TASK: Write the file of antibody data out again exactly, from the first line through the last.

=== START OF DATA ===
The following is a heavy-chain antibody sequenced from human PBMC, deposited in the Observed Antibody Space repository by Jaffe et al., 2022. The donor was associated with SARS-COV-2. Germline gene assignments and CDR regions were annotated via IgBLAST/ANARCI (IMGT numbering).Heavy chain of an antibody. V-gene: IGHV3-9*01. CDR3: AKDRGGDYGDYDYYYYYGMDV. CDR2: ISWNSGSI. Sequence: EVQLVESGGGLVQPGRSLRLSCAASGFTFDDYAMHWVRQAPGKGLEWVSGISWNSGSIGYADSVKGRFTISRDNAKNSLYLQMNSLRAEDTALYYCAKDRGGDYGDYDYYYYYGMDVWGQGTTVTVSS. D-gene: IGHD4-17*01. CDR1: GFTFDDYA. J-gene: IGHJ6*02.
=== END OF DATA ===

The following is a heavy-chain antibody sequenced from human PBMC, deposited in the Observed Antibody Space repository by Jaffe et al., 2022. The donor was associated with SARS-COV-2. Germline gene assignments and CDR regions were annotated via IgBLAST/ANARCI (IMGT numbering).Heavy chain of an antibody. V-gene: IGHV3-9*01. CDR3: AKDRGGDYGDYDYYYYYGMDV. CDR2: ISWNSGSI. Sequence: EVQLVESGGGLVQPGRSLRLSCAASGFTFDDYAMHWVRQAPGKGLEWVSGISWNSGSIGYADSVKGRFTISRDNAKNSLYLQMNSLRAEDTALYYCAKDRGGDYGDYDYYYYYGMDVWGQGTTVTVSS. D-gene: IGHD4-17*01. CDR1: GFTFDDYA. J-gene: IGHJ6*02.